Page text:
‘Soldiering is in the Athy blood’ was an oft repeated comment of 19th century observers of the South Kildare town whose men folk were to be found in large numbers amongst the ranks of the English army and navy. Today soldiering has been replaced by music prompting my thoughts last night after an entertaining concert in the local Arts Centre that ‘music is in the Athy blood’. The latest musical event in our Arts Centre was a benefit concert to raise funds for St. Vincent’s Hospital. Organised by members of the extended Day family, with Carmel Day topping the bill, it featured Athy artists throughout.
Supporting Carmel who gave a superb singing performance, was another talented singer Geraldine O’Connell and a young dancer, Jade McCartney. Completing the Athy line-up were the three members of the Shamrockers, a ballad group founded some years ago and now led by Rob Chanders Senior. Rob, playing guitar and lead singer, was joined on stage by his son Rob Junior on 5 string banjo and mandolin and Brendan Connolly on bazooka. Brendan also shared the vocals and the ballad makers gave us rousing renditions of ‘The Ferryman’, ‘Donegal Danny’ and several more classic Irish ballads which got a huge response from the audience.
Carmel Day’s singing was the highlight of the night’s entertainment and her name can now be added to the lengthening list of local singers and musicians who have provided many of the wonderful nights of entertainment enjoyed in the local Arts Centre since it opened. Incidentally the Shamrockers plan to release their first album next February, an event to be looked forward to.
On the same day as the evening concert I went to the local Library to hear and read what is being proposed by Waterways Ireland in relation to the development of the pathway for use by walkers and cyclists along the towpath of the Barrow Line. Stretching from its junction with the Grand Canal at Lowtown to St. Mullins, south of Graiguenamanagh, the towpath covers a distance of 112kms. I had followed the controversy which unfolded in the letter pages of the Irish Times some weeks ago as both objectors to the pathway proposal and those supporting the project outlined their views. I had an open mind on the issue, despite my often repeated observation that here in Athy we have not made maximum use of the waterways which pass through the town. I have been particularly pleased in recent times to see the berthing of boats at the town centre harbour next to Crom a Boo bridge. The boats present a wonderful sight and congratulations must go to Cliff Reid and his associates for encouraging boat owners to use the facilities here in Athy. Perhaps the benefit of removing the silt dumped at the harbour during the Barrow Drainage Scheme will now be seen. If it was removed it would allow the harbour to revert to its original size so that more boats could be accommodated.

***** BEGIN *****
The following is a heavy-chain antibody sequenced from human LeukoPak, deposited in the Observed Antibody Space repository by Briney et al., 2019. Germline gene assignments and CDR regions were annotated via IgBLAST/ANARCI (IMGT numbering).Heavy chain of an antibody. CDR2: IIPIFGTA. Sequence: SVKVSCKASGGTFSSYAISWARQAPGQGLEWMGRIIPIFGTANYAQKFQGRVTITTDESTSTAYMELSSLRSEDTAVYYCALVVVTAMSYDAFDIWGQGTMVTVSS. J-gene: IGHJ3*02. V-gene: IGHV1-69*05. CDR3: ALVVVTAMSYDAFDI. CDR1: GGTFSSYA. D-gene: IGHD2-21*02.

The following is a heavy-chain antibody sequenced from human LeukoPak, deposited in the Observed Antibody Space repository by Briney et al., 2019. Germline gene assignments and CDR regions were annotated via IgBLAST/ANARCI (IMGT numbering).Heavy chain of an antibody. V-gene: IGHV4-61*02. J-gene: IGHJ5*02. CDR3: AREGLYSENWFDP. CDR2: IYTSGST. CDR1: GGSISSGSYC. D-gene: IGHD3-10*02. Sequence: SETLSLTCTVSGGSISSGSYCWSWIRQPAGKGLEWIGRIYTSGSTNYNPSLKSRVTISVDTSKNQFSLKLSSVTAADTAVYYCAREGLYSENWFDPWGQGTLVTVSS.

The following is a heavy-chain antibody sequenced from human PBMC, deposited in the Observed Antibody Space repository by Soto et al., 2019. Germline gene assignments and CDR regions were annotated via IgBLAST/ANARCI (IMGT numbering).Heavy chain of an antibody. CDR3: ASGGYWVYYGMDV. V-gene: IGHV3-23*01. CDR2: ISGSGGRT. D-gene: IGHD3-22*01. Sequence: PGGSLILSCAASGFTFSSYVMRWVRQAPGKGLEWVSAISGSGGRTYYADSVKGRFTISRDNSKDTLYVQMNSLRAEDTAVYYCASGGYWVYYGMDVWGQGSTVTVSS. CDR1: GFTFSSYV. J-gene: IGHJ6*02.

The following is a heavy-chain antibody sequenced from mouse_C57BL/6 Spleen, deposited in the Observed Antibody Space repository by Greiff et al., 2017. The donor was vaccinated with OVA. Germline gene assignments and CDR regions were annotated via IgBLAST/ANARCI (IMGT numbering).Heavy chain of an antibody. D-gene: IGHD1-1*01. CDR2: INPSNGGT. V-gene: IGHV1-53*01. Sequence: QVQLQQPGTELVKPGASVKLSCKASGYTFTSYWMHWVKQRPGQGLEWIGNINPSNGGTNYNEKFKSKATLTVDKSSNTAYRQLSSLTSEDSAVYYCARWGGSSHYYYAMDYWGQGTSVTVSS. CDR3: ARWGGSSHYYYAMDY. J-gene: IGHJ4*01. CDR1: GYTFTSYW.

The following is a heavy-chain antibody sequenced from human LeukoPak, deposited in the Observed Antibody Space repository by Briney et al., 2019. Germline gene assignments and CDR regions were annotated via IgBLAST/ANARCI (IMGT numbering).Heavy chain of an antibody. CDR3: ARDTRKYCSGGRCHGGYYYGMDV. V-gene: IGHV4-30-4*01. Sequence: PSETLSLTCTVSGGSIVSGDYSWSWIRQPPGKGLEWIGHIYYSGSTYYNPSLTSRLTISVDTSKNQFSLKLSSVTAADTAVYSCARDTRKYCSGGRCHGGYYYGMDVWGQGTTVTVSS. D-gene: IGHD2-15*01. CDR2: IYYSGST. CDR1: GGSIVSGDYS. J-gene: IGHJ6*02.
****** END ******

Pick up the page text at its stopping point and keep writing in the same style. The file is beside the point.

To return to the waterways consultation day in the local Library I learned that what is called the Barrow Blueway is intended to support diverse recreational activities and help grow and develop business along its route. Its purpose is to facilitate cyclists and walkers to use the towpath and this will require surfacing sections of the existing towpath. I gather replacing some existing grass surfaces with bonded material to provide a cycling surface ranging in width from 2.0m to 2.5m is the principal reason for many objectors opposition to the proposal.
The work proposed by Irish Waterways includes not only the cycle/walk way, but also the provision of picnic tables and seating at viewing points along the way. Undoubtedly there is merit in what is proposed by Irish Waterways, facilitating as it will greater use and enjoyment of a much neglected facility. Hopefully the concerns of the objectors will be taken on board by Irish Waterways and wherever possible the pathway development will be carried out with minimal damage to the environmental aspects of what is a wonderful facility combining nature with manmade features.
During the week I learned of the passing of Biddy Telford, the last of the Telford family who once lived at Barrowford. Her brother Anthony died many years ago. It will be recalled that he married a Swedish lady, Gunda, who first arrived in Athy in the 1940s as a governess to the children of the first manager of the newly opened Wallboard factory. The Telfords were at one time proprietors of the Athy Tile and Brick Company and they also had an association with Ardree House on the Carlow Road which now sadly lies derelict, having been unoccupied for many years.